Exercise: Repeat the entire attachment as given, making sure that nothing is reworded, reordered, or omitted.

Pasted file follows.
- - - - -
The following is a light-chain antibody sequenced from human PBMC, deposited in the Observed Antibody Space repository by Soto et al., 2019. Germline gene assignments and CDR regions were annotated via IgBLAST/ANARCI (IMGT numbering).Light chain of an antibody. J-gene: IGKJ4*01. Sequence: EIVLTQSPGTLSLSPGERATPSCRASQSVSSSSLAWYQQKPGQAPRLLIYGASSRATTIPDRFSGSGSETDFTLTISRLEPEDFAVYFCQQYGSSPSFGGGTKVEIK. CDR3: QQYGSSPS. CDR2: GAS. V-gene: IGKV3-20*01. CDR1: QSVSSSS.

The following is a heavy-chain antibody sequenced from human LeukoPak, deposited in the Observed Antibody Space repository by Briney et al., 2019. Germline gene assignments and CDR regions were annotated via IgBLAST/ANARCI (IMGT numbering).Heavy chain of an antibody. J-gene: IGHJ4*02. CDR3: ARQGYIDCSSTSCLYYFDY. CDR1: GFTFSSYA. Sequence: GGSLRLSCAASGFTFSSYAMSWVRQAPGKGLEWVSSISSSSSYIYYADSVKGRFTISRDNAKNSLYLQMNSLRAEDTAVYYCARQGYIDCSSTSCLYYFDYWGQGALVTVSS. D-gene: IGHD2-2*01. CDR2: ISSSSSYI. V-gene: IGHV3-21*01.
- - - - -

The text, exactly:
The following is a light-chain antibody sequenced from human PBMC, deposited in the Observed Antibody Space repository by Soto et al., 2019. Germline gene assignments and CDR regions were annotated via IgBLAST/ANARCI (IMGT numbering).Light chain of an antibody. J-gene: IGKJ4*01. Sequence: EIVLTQSPGTLSLSPGERATPSCRASQSVSSSSLAWYQQKPGQAPRLLIYGASSRATTIPDRFSGSGSETDFTLTISRLEPEDFAVYFCQQYGSSPSFGGGTKVEIK. CDR3: QQYGSSPS. CDR2: GAS. V-gene: IGKV3-20*01. CDR1: QSVSSSS.

The following is a heavy-chain antibody sequenced from human LeukoPak, deposited in the Observed Antibody Space repository by Briney et al., 2019. Germline gene assignments and CDR regions were annotated via IgBLAST/ANARCI (IMGT numbering).Heavy chain of an antibody. J-gene: IGHJ4*02. CDR3: ARQGYIDCSSTSCLYYFDY. CDR1: GFTFSSYA. Sequence: GGSLRLSCAASGFTFSSYAMSWVRQAPGKGLEWVSSISSSSSYIYYADSVKGRFTISRDNAKNSLYLQMNSLRAEDTAVYYCARQGYIDCSSTSCLYYFDYWGQGALVTVSS. D-gene: IGHD2-2*01. CDR2: ISSSSSYI. V-gene: IGHV3-21*01.